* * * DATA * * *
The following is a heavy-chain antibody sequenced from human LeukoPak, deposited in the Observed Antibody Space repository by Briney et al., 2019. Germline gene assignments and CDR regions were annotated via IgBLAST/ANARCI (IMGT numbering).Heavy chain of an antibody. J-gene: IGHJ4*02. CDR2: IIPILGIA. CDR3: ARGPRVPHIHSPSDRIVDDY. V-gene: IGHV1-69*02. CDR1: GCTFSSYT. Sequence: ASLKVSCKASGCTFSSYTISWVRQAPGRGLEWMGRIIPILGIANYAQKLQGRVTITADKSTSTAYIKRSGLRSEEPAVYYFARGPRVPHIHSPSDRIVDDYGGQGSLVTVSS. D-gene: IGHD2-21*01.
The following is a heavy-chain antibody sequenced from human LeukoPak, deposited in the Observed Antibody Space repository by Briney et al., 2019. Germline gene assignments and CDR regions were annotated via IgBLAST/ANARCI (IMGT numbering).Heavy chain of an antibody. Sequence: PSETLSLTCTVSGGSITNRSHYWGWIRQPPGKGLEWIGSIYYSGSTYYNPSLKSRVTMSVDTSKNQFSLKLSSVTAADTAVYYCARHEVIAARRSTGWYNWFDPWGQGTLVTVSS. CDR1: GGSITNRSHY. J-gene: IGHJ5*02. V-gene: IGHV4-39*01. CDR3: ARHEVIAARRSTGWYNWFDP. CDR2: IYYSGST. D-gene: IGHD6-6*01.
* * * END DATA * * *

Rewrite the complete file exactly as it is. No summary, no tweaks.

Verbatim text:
The following is a heavy-chain antibody sequenced from human LeukoPak, deposited in the Observed Antibody Space repository by Briney et al., 2019. Germline gene assignments and CDR regions were annotated via IgBLAST/ANARCI (IMGT numbering).Heavy chain of an antibody. J-gene: IGHJ4*02. CDR2: IIPILGIA. CDR3: ARGPRVPHIHSPSDRIVDDY. V-gene: IGHV1-69*02. CDR1: GCTFSSYT. Sequence: ASLKVSCKASGCTFSSYTISWVRQAPGRGLEWMGRIIPILGIANYAQKLQGRVTITADKSTSTAYIKRSGLRSEEPAVYYFARGPRVPHIHSPSDRIVDDYGGQGSLVTVSS. D-gene: IGHD2-21*01.
The following is a heavy-chain antibody sequenced from human LeukoPak, deposited in the Observed Antibody Space repository by Briney et al., 2019. Germline gene assignments and CDR regions were annotated via IgBLAST/ANARCI (IMGT numbering).Heavy chain of an antibody. Sequence: PSETLSLTCTVSGGSITNRSHYWGWIRQPPGKGLEWIGSIYYSGSTYYNPSLKSRVTMSVDTSKNQFSLKLSSVTAADTAVYYCARHEVIAARRSTGWYNWFDPWGQGTLVTVSS. CDR1: GGSITNRSHY. J-gene: IGHJ5*02. V-gene: IGHV4-39*01. CDR3: ARHEVIAARRSTGWYNWFDP. CDR2: IYYSGST. D-gene: IGHD6-6*01.